4. Nap! If you find yourself dozing off or getting increasingly frustrated and you have the luxury of twenty minutes, grab a catnap. Much better than using caffeine or sugar to temporarily provide a boost.
How To Increase Movement During High-Stress and Winter
Spot the dog! Ajax, peeking back at me from along Surprise Creek Trail on Cougar Mountain.

Maintain Mileage and Gain During Winter Months

If you enjoy hiking year-round and you want to maintain your mileage and gain during cold and snowy weather, try the following suggestions.

  1. Explore more-frequented trails near the city. This time of year, Pacific Northwest Trails are relatively empty. Cougar Mountain and Tiger Mountain both have tons of great low-elevation trails that provide wonderful hiking opportunities without much snow.
  2. Consider doing “laps” on a lower elevation hike. Cougar Mountain, for example, has plenty of miles of trails that you can link into longer outings. On a hike two weeks ago, I completed the Big Tree Ridge Trail twice for over nine miles and 2700 feet of elevation gain. It all counts toward maintaining your hiking fitness.
  3. Plan hikes with work companions or, like my buddy did two weeks ago, start a conference call toward the end of your outing to squeeze fitness into your hectic day.
  4. Carry a pack at least once a week to maintain in-season fitness levels so that when you start ramping up you don’t have to start from scratch.
  5. Complete urban workouts with a pack. Hikes are not the only way to carry weight! Walk to the library to check out or return books, or visit the grocery store and carry groceries home in a pack. I seldom use my car unless I have to drive more than a few miles. I combine local errands with dog walking and pack carrying so we’re both happy. Added benefit? We’re doing our part to save fuel and promote clean green living.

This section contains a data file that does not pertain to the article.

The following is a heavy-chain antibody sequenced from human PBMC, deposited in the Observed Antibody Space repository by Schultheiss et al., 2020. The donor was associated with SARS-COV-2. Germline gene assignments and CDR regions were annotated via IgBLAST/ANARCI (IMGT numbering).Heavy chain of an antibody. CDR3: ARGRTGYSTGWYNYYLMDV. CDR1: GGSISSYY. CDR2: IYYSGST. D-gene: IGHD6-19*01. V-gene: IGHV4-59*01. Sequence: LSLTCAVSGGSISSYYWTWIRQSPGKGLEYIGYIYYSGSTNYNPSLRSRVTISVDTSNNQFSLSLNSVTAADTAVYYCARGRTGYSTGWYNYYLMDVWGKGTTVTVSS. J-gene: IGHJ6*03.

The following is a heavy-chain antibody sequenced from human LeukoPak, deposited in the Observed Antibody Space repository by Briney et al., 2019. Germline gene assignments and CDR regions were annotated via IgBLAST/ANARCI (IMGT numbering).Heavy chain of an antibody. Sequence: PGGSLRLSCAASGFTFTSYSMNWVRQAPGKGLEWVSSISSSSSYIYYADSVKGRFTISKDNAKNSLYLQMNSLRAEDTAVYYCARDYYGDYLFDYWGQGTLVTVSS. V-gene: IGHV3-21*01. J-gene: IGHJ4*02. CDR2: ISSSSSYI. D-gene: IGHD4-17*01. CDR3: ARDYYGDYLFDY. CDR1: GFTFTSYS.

Descending the Big Tree Ridge trail through some ... not-so-big trees. Switchbacks indicate STEEPNESS.
Descending the Big Tree Ridge trail through some … not-so-big trees. Switchbacks indicate STEEPNESS.

Published by Courtenay Schurman

Co-author of The Outdoor Athlete (2009) and Train to Climb Mt. Rainier or Any High Peak DVD (2002), author of Mountaineering: Freedom of the Hills/conditioning chapter 4 (3 editions), and Peak Performance column for the Mountaineers Mag (2014-present). Member of PNWA, SCBWI, EPIC. Served on the steering committee for WOTS (2019-present). Completed UW Certificate program for Children's Literature and Memoir. Co-owner of Body Results, Inc. in Seattle. Climb leader with Seattle Mountaineers for over 15 years. Volunteer at Woodland Park Zoo since 2014.

6 replies on “How To Increase Movement During High-Stress and Winter”

  1. I find your weekly blog a reservoir for fresh perspectives. As I read, I linked in my mind to a prior entry about “The One Thing”. In that blog entry or a related one, you shared the Photo-a-Day; I am finding this a rich experience & gaining an appreciation of how this can be an approach in many areas of living. The ripples are flowing. I am continuing on with my year end project of reflecting, reading an intriguing book “Becoming Animal” by David Abram, considering options for tweaks in the coming year, and enhancing my One Thing organization system for noting ideas & actions and setting priorities. It is all like a juggler – but also the ebb and flow of the tides. This blog entry stimulated me to take out my Self-Care list, review and add. Thanks bunches!